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are marked by a reddish, and sometimes by a violet-coloured spot: the eyes are large: the mouth is without visible teeth : the openings of the gill-covers are very large: the scales are rather large and easily deciduous : the lateral line is not very distinctly visible: the abdomen is pretty sharply carinated, and, in some specimens, slightly serrated : the fins are rather small than large for the size of the fish, and the tail is strongly forked. The herring is observed to vary greatly in size, and there are probably some permanent varieties of this species, which yet want their exact description. The general size is perhaps from ten to twelve or thirteen inches.
Important as this fish is to the inhabitants of modern Europe, it is doubted whether it was distinctly known to the ancient Greeks and Romans, at least we find no certain description in their writings, either of its form or uses. The herring fishery is, however, of considerable antiquity: the Dutch are said to have engaged in it so long ago as the year 1164, and were in possession of it for several centuries; and Flanders bad the honour of discovering the method of preserving this fish by pickling it. One William Beukelen, of Biervlet, near Sluys, is
said to have been the inventor of this useful expedient; and from him is probably derived the word pickle, which we have borrowed from the Dutch and Germans. Beukelen died in the year 1397. The emperor, Charles the Fifth, is said to have held his memory in such veneration for the service he had done mankind, as to have paid a solemn visit to his tomb, in honour of so distinguished a citizen, and, sitting thereon, to have eaten a herring* The Dutch are most extravagantly fond of this fish when pickled: a premium was given to the first vessel that arrived in Holland, laden with this, their ambrosia. As much joy was observed among the inhabitants on its arrival, as the Egyptians shew at the first overflowing of the Nile. +
The great winter rendezvous of the herring is within the arctic circle: there they continue many months, in order to recruit themselves after the fatigue of spawning ; the seas, within that space, swarming with insect food in a far greater degree than in our warmer latitudes.
They commence their voyage in the spring,
* Shaw's Zoology, Vol. v. Ichtyologie par Bloch, Berlin, Vol. i. p. 150.
+ Pennant’s British Zoology.
and a few appear off the Shetland Isles in April and May. These are only fore-runners of the grand shoal which comes in June, and their appearance is chiefly marked by the number of birds, such as gannets and gulls, which follow and prey upon them: but when the main body approaches, its breadth and depth is such as to alter the very appearance of the ocean. It is divided into distinct columns of five or six miles in length, and three or four in breadth; and they drive the water before them with a kind of rippling. Sometimes they sink for the space of ten or fifteen minutes; then rise again to the surface, and, in bright weather, reflect a variety of splendid colours, like a field of the most precious gems.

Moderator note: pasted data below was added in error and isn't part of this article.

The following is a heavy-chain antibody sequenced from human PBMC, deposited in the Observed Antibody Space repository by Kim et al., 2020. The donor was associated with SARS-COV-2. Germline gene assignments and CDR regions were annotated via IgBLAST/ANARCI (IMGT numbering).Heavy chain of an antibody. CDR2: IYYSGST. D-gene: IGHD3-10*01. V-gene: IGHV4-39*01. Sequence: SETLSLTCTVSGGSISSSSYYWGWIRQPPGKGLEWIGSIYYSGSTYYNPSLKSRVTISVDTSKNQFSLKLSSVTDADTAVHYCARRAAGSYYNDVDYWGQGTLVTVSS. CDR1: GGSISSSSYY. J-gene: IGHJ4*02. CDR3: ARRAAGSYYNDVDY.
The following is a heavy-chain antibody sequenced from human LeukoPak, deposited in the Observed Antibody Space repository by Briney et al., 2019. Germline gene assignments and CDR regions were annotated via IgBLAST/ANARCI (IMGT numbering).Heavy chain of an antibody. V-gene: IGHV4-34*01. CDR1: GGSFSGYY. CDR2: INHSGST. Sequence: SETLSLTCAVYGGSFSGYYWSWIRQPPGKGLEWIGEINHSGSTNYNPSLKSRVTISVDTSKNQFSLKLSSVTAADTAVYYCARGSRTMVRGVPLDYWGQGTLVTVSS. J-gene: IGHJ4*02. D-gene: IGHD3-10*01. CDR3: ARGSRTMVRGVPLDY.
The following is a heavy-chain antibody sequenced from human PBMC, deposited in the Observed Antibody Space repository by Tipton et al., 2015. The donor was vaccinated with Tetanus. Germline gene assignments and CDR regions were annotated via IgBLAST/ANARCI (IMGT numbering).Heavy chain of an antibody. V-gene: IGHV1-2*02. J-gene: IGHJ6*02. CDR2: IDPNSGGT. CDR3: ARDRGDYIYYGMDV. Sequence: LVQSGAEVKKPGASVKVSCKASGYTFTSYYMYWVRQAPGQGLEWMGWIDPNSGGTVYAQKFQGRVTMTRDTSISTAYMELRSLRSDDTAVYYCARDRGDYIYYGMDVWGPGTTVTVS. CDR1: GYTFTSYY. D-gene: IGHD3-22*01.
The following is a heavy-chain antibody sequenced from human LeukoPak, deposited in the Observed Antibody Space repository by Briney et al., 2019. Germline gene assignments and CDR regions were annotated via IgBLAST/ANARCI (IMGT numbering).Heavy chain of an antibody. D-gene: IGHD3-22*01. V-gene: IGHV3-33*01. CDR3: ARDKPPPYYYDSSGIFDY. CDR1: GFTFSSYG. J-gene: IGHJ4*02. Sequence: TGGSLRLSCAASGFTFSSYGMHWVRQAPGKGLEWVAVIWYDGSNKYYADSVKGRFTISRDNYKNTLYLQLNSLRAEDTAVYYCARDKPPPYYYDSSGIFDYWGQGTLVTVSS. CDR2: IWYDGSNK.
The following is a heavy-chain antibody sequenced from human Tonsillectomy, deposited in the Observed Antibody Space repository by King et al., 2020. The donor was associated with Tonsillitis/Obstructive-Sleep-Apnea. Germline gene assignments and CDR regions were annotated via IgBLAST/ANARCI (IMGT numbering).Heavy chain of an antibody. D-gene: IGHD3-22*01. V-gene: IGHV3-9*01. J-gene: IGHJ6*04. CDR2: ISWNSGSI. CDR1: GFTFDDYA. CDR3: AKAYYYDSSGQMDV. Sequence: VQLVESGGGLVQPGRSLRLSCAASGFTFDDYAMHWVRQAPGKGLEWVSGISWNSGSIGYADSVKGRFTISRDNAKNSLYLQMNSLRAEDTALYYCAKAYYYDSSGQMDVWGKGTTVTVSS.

The first obstruction that they meet with in their passage southward is the Shetland Isles, which divide the shoal into two parts. One division directs its course to the eastern, the other to the western shores of Great Britain, and fill every bay and creek with their numbers, The one passes on towards Yarmouth, the great and ancient mart of herrings, proceeds through the British Channel, and afterwards nearly disappears. The other, after offering itself to the
Hebrides, where the great stationary fishery is, meets with a second interruption, and is again divided at the north of Ireland. The part which pursues the western course is soon lost in the immensity of the Atlantic; but the other, which passes into the Irish sea, rejoices and feeds the inhabitants of the coasts that border it.
These smaller divisions are often capricious in their movements, and do not shew an invariable attachment to their haunts. *
Such as escape the voracity of their enemies and the ravages of famine, are supposed to collect at the end of autumn in the northern sea, and, having left their spawn in a more genial climate, seek their former habitations under the ice.
The reality of the emigration of the herring, so well detailed by Mr. Pennant, begins, at present, to be greatly called in question : and it is rather supposed that this fish, like the mackerel, is, in reality, at no very great distance, during the winter months, from the shores which it most frequents at the commencement of the spawning season; inhabiting in winter the deep recesses of
* Pennant's British Zoology.
+ Bloch, Vol. i. p. 151.
the ocean, or plunging itself beneath the soft mud at the bottom : but, at the vernal season it begins to quit the deeper parts, and approach the shallows, in order to deposit its spawn. in proper situations; and this is thought a sufficient explanation of the glittering myriads which, at particular seasons, illuminate the surface of the ocean for the length and breadth of several miles at once. *
The reasons given by Dr. Bloch, against a belief in their existence are chiefly these : . .
It is impossible that they should traverse a space of so many thousands of miles in so short a time. According to the observations of Giessler, the salmon, even in fresh water, swims only at the rate of one mile in twenty-four hours; and when the sun shines, not more than half as fast. f
The salmon-trout, (lavaret) when the wind is favorable, swims up the most rapid rivers at the rate of three miles in twenty-four hours; but up gentle streams, it makes in the same time only half the progress. I Herrings, having
† Giessler, p. 113.
Bloch, Vol. i. p. 133.